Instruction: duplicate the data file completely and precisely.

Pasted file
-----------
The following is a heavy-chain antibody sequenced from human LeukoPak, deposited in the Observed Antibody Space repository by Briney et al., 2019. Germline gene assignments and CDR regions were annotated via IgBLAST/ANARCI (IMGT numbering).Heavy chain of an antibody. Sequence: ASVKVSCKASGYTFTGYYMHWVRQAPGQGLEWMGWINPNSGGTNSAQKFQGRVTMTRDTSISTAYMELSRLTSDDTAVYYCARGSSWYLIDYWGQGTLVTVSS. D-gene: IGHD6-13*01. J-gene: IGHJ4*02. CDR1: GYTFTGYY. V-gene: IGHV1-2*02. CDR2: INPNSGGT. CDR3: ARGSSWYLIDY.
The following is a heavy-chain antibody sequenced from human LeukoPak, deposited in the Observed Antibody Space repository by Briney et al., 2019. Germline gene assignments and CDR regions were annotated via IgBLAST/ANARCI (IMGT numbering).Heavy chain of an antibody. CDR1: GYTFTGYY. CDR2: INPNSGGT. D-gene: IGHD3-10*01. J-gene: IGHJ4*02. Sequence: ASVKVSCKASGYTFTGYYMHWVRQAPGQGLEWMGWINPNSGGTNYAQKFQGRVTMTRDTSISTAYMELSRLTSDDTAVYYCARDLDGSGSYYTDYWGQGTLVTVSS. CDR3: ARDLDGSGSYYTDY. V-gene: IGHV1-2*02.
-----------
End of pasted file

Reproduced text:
The following is a heavy-chain antibody sequenced from human LeukoPak, deposited in the Observed Antibody Space repository by Briney et al., 2019. Germline gene assignments and CDR regions were annotated via IgBLAST/ANARCI (IMGT numbering).Heavy chain of an antibody. Sequence: ASVKVSCKASGYTFTGYYMHWVRQAPGQGLEWMGWINPNSGGTNSAQKFQGRVTMTRDTSISTAYMELSRLTSDDTAVYYCARGSSWYLIDYWGQGTLVTVSS. D-gene: IGHD6-13*01. J-gene: IGHJ4*02. CDR1: GYTFTGYY. V-gene: IGHV1-2*02. CDR2: INPNSGGT. CDR3: ARGSSWYLIDY.
The following is a heavy-chain antibody sequenced from human LeukoPak, deposited in the Observed Antibody Space repository by Briney et al., 2019. Germline gene assignments and CDR regions were annotated via IgBLAST/ANARCI (IMGT numbering).Heavy chain of an antibody. CDR1: GYTFTGYY. CDR2: INPNSGGT. D-gene: IGHD3-10*01. J-gene: IGHJ4*02. Sequence: ASVKVSCKASGYTFTGYYMHWVRQAPGQGLEWMGWINPNSGGTNYAQKFQGRVTMTRDTSISTAYMELSRLTSDDTAVYYCARDLDGSGSYYTDYWGQGTLVTVSS. CDR3: ARDLDGSGSYYTDY. V-gene: IGHV1-2*02.